Depending on the area, Home Guard units would be at times nothing more than a group of men identified as being the "Home Guard", working from home as they pleased. At other times, most usually in states located in what was known as the "Eastern theater" of the war, Home Guard units had base camps and headquarters, went on patrol, and scouted for possible deserters or Union stragglers. Most of the time, Home Guard units were poorly equipped, due to shortages of goods, ammunition, and weapons to supply the Confederate Army. They rarely dressed in anything that could be called a uniform, but did make efforts to wear the same color clothing as the Confederate soldiers.
By the middle of the war, many Home Guard units were composed of wounded soldiers that had returned to heal from wounds received in battle.
Deserters that were encountered by Home Guard patrols were dealt with in many different fashions. At times, the deserting soldiers would be returned to the Army via Confederate units that were stationed near to whatever area the deserters were captured. Sometimes deserters were executed by the Home Guard.
By 1864, the Union Army occupied much of the formerly Confederate-controlled areas. With Union forces now patrolling home-front areas, many Home Guard units disbanded to avoid being considered or mistaken for guerrillas, and it became increasingly difficult for the Confederacy to enforce any action against deserters who returned home. Even in the Western theater states of Arkansas, Texas and Louisiana Union troops were regularly seen, and at times the troops had taken control of many towns or cities. Some Southern citizens who lived in those states and who did not support secession had now openly come out in their support of the Union, often forming Union Army regiments or units to serve in that army. These newly formed Union units, made up of local citizens, personally knew the members of the Home Guard, which greatly hampered if not completely disabled the Home Guard's ability to function.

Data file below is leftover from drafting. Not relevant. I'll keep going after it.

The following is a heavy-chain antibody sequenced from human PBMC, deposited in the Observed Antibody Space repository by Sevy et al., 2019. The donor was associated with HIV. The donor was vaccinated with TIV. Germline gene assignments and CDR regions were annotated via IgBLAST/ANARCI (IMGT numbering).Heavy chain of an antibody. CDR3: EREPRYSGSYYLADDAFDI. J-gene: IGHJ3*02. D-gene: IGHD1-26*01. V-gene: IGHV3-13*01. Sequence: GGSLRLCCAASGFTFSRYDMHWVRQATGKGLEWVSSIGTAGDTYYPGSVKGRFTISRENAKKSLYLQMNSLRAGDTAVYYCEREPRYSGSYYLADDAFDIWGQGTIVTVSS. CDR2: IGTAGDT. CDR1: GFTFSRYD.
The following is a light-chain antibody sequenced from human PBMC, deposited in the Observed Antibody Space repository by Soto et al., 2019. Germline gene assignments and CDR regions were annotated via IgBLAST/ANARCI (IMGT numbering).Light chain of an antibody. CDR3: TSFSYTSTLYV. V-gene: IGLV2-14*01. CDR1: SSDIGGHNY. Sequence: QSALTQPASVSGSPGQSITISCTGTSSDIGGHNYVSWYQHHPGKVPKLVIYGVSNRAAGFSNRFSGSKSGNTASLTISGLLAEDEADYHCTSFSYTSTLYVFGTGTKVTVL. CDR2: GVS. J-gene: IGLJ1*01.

By the war's end, very few such units were still in existence. However some were still active in areas where Union soldiers were less common, although these were mostly bands of thieves preying on the less fortunate. One of the most notorious of these was the "Independent Rangers" led by early Old West outlaw Cullen Baker. In late 1864, this band was responsible for what became known as the Massacre of Saline, when they murdered ten unarmed men from Perry County, Arkansas on the Saline River.
The Confederate Home Guard plays a major role in the novel Cold Mountain by Charles Frazier and the film of the same name written and directed by Anthony Minghella. As both novel and film are presented from the sympathetic point of view of a Confederate deserter, the Home Guards hunting him are the villains. In Gone with the Wind, the Home Guard fights General Sherman's army when it invades Atlanta. The soldiers fight bravely, but lose the battle and many are killed.
- Harrison, Lowell H.; Klotter, James C. (1997). A New History of Kentucky (1st ed.). Lexington: University of Kentucky Press. p. 190. ISBN 978-0-8131-2008-9.
- Southern Misconceptions, Home Guard
- Home Guard Portrayal in Cold Mountain
- Desertion in the Confederate Army
- Civil War Desertions
- William Russell Hickman b.1846 Mount Airy, North Carolina d.1932 Guthrie, Oklahoma. His personal account of serving in The Civil War and of having to avoid the Home Guard to enlist under the command of General Sherman July 1864